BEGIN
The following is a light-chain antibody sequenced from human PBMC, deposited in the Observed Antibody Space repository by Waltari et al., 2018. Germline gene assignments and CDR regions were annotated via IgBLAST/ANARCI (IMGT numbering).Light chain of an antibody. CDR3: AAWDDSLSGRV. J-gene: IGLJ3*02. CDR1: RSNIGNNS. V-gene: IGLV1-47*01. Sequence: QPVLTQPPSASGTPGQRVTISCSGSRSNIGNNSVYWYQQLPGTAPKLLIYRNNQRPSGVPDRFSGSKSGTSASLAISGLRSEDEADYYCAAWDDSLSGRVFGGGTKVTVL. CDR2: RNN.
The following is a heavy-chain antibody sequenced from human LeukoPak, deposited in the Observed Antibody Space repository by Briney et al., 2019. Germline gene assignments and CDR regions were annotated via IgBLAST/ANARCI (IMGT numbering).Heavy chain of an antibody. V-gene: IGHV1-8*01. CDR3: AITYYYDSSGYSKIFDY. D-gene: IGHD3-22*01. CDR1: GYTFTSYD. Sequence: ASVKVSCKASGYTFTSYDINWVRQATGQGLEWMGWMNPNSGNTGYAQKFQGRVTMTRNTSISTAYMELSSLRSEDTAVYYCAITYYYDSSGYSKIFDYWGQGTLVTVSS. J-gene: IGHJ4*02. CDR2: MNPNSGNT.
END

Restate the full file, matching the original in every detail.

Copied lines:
The following is a light-chain antibody sequenced from human PBMC, deposited in the Observed Antibody Space repository by Waltari et al., 2018. Germline gene assignments and CDR regions were annotated via IgBLAST/ANARCI (IMGT numbering).Light chain of an antibody. CDR3: AAWDDSLSGRV. J-gene: IGLJ3*02. CDR1: RSNIGNNS. V-gene: IGLV1-47*01. Sequence: QPVLTQPPSASGTPGQRVTISCSGSRSNIGNNSVYWYQQLPGTAPKLLIYRNNQRPSGVPDRFSGSKSGTSASLAISGLRSEDEADYYCAAWDDSLSGRVFGGGTKVTVL. CDR2: RNN.
The following is a heavy-chain antibody sequenced from human LeukoPak, deposited in the Observed Antibody Space repository by Briney et al., 2019. Germline gene assignments and CDR regions were annotated via IgBLAST/ANARCI (IMGT numbering).Heavy chain of an antibody. V-gene: IGHV1-8*01. CDR3: AITYYYDSSGYSKIFDY. D-gene: IGHD3-22*01. CDR1: GYTFTSYD. Sequence: ASVKVSCKASGYTFTSYDINWVRQATGQGLEWMGWMNPNSGNTGYAQKFQGRVTMTRNTSISTAYMELSSLRSEDTAVYYCAITYYYDSSGYSKIFDYWGQGTLVTVSS. J-gene: IGHJ4*02. CDR2: MNPNSGNT.